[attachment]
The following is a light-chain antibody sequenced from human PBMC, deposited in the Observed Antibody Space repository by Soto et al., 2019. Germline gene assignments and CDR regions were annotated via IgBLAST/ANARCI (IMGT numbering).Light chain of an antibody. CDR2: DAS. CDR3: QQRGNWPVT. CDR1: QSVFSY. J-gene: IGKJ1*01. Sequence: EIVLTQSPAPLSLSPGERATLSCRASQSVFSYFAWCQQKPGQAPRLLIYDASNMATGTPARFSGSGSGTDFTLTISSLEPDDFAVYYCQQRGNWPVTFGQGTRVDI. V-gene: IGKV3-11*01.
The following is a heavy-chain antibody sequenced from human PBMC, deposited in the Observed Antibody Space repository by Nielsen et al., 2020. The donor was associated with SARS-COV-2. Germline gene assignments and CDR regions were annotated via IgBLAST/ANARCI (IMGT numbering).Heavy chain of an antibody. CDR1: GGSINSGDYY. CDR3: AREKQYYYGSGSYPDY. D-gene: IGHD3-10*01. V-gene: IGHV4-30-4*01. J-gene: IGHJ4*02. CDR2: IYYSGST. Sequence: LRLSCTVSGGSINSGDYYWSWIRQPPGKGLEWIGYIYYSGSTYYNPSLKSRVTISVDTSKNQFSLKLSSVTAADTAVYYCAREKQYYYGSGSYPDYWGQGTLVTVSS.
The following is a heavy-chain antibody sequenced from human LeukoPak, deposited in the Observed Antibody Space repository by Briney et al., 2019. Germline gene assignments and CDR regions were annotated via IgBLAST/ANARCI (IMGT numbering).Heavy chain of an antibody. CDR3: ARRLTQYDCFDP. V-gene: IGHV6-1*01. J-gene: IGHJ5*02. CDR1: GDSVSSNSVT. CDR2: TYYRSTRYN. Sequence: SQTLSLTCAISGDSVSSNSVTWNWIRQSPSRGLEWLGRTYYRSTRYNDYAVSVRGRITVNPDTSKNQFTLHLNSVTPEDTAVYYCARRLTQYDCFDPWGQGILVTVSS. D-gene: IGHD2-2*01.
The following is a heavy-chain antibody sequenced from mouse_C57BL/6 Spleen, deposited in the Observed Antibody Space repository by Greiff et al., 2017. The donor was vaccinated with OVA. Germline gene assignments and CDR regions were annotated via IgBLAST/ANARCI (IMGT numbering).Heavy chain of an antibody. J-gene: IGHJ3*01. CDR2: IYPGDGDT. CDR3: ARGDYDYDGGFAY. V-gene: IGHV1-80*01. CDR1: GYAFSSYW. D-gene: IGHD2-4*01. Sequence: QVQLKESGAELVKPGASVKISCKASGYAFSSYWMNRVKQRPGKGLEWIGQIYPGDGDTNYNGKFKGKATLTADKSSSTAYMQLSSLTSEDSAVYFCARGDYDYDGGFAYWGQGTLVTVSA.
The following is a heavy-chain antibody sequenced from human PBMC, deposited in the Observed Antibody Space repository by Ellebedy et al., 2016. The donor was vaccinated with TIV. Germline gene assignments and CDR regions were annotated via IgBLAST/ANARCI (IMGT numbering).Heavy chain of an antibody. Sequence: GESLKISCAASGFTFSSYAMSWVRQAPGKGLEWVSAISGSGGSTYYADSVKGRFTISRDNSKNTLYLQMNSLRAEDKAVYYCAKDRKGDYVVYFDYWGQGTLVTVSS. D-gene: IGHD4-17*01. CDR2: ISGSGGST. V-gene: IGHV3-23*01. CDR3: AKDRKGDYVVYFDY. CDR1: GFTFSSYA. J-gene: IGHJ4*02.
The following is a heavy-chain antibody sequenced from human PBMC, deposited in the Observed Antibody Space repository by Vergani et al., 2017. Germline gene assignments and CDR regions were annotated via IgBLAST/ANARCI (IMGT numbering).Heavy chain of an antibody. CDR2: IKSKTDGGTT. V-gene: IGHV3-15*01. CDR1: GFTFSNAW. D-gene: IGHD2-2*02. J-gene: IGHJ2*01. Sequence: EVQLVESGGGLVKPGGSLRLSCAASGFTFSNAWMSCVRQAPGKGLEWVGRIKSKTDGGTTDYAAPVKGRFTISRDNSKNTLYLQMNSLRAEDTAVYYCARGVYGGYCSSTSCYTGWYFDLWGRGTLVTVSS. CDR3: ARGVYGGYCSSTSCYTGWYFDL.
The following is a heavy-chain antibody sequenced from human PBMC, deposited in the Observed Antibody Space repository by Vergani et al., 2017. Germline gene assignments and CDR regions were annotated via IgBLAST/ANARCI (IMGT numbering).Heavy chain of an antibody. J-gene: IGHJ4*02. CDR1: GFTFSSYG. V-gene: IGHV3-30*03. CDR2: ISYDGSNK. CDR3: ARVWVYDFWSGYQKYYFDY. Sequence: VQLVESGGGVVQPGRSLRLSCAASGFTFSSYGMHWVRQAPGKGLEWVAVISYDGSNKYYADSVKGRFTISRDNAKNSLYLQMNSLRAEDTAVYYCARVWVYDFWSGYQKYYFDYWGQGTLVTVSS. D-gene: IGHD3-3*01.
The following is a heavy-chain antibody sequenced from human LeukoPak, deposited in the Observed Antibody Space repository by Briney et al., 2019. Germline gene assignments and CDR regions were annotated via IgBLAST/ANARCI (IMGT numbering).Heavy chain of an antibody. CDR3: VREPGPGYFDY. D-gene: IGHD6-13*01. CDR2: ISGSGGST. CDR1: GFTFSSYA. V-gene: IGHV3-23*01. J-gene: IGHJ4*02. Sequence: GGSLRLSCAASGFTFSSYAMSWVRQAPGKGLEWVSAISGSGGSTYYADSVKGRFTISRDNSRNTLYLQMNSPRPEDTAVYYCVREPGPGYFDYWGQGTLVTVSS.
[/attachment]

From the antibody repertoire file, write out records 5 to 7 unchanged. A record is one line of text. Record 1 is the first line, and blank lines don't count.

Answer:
The following is a heavy-chain antibody sequenced from human PBMC, deposited in the Observed Antibody Space repository by Ellebedy et al., 2016. The donor was vaccinated with TIV. Germline gene assignments and CDR regions were annotated via IgBLAST/ANARCI (IMGT numbering).Heavy chain of an antibody. Sequence: GESLKISCAASGFTFSSYAMSWVRQAPGKGLEWVSAISGSGGSTYYADSVKGRFTISRDNSKNTLYLQMNSLRAEDKAVYYCAKDRKGDYVVYFDYWGQGTLVTVSS. D-gene: IGHD4-17*01. CDR2: ISGSGGST. V-gene: IGHV3-23*01. CDR3: AKDRKGDYVVYFDY. CDR1: GFTFSSYA. J-gene: IGHJ4*02.
The following is a heavy-chain antibody sequenced from human PBMC, deposited in the Observed Antibody Space repository by Vergani et al., 2017. Germline gene assignments and CDR regions were annotated via IgBLAST/ANARCI (IMGT numbering).Heavy chain of an antibody. CDR2: IKSKTDGGTT. V-gene: IGHV3-15*01. CDR1: GFTFSNAW. D-gene: IGHD2-2*02. J-gene: IGHJ2*01. Sequence: EVQLVESGGGLVKPGGSLRLSCAASGFTFSNAWMSCVRQAPGKGLEWVGRIKSKTDGGTTDYAAPVKGRFTISRDNSKNTLYLQMNSLRAEDTAVYYCARGVYGGYCSSTSCYTGWYFDLWGRGTLVTVSS. CDR3: ARGVYGGYCSSTSCYTGWYFDL.
The following is a heavy-chain antibody sequenced from human PBMC, deposited in the Observed Antibody Space repository by Vergani et al., 2017. Germline gene assignments and CDR regions were annotated via IgBLAST/ANARCI (IMGT numbering).Heavy chain of an antibody. J-gene: IGHJ4*02. CDR1: GFTFSSYG. V-gene: IGHV3-30*03. CDR2: ISYDGSNK. CDR3: ARVWVYDFWSGYQKYYFDY. Sequence: VQLVESGGGVVQPGRSLRLSCAASGFTFSSYGMHWVRQAPGKGLEWVAVISYDGSNKYYADSVKGRFTISRDNAKNSLYLQMNSLRAEDTAVYYCARVWVYDFWSGYQKYYFDYWGQGTLVTVSS. D-gene: IGHD3-3*01.